It's a fact: the risk of heart attack or cardiovascular accident increases as we get older. Fortunately, there are ways to curb the threat. For example, a patient at high risk of suffering a heart attack in the next decade may be prescribed statins, which lower cholesterol. To calculate the risk of heart attack, physicians look at an individual's cholesterol level, blood pressure and especially age.
Patients under the age of fifty are nearly always categorized as low risk even when they have high cholesterol.
But the problem is that patients under the age of fifty are nearly always categorized as low risk even when they have high cholesterol—the main risk factor for heart disease. George Thanassoulis, researcher at the Research Institute of the McGill University Health Centre (MUHC), and his collaborators in the United States discovered that these patients would benefit considerably from early treatment. The experts suggest a new approach to prescribing statins.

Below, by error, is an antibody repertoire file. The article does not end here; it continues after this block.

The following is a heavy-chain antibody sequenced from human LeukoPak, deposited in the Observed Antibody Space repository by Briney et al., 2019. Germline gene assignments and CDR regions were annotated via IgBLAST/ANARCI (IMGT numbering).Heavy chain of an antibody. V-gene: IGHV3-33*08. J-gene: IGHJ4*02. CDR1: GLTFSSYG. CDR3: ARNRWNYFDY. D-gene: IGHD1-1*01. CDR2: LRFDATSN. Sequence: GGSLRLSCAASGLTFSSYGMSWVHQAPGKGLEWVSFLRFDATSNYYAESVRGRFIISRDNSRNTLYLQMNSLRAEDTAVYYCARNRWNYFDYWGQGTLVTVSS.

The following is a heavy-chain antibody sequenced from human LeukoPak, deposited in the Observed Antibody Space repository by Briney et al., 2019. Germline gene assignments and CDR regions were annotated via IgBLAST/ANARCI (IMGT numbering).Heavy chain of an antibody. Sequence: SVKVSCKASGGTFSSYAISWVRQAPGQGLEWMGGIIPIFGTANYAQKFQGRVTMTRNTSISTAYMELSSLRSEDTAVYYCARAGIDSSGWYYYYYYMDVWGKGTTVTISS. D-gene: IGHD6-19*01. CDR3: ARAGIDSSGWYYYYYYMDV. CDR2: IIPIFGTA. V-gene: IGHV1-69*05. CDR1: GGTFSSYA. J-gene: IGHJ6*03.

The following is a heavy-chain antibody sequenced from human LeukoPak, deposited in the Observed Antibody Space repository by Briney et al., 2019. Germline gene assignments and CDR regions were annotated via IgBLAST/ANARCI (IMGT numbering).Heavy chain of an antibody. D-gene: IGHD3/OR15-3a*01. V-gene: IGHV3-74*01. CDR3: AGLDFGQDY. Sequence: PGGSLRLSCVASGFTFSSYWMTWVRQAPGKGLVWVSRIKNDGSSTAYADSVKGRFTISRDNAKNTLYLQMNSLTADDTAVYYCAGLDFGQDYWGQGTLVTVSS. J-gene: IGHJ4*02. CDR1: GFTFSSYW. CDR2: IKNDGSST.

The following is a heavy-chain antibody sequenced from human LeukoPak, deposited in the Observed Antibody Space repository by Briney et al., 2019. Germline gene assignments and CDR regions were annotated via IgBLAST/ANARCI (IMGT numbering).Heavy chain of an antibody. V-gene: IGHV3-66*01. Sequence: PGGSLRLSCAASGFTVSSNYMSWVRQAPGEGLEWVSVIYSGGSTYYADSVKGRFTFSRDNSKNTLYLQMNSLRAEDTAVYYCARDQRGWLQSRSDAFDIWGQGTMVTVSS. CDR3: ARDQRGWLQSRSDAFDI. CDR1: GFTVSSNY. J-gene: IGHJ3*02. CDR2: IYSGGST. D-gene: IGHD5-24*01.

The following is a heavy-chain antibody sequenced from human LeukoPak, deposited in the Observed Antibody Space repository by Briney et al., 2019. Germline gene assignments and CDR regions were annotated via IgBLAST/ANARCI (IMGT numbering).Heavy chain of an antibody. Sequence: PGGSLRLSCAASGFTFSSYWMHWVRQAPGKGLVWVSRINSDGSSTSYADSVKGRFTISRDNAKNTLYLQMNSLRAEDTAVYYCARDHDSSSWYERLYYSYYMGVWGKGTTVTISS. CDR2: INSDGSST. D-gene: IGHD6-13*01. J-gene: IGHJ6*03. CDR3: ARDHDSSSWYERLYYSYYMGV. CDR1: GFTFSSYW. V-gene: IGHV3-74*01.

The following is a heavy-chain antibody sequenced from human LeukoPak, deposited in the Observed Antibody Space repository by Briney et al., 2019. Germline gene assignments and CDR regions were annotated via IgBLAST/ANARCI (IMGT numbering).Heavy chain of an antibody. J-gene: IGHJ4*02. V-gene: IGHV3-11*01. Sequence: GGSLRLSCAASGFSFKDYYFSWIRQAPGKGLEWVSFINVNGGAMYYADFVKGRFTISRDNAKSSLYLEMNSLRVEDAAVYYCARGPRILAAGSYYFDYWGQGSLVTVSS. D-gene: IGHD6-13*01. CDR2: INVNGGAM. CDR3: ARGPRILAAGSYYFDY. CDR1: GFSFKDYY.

Dr. Thanassoulis and his partners analyzed data from the National Health and Nutrition Examination Survey, a study conducted from 2005 to 2010 of 71.8 million Americans likely to need statins. Based on a personalized approach that gave less weight to age, the researchers identified 9.5 million Americans at low risk of heart attack who would benefit from statin treatment just as much as or more than individuals considered to be at high risk. Prescribing statins to the group of younger patients with high levels of bad cholesterol could prevent 266 000 additional heart attacks and strokes in a ten-year period.
The researchers therefore modified the heart attack risk calculator by adding parameters such as the level of bad cholesterol and the positive effects of statins. Dr. Thanassoulis is currently working on a Web portal project to facilitate the use of the tool, which can determine not only the risk of heart attack but also the benefits of treatment.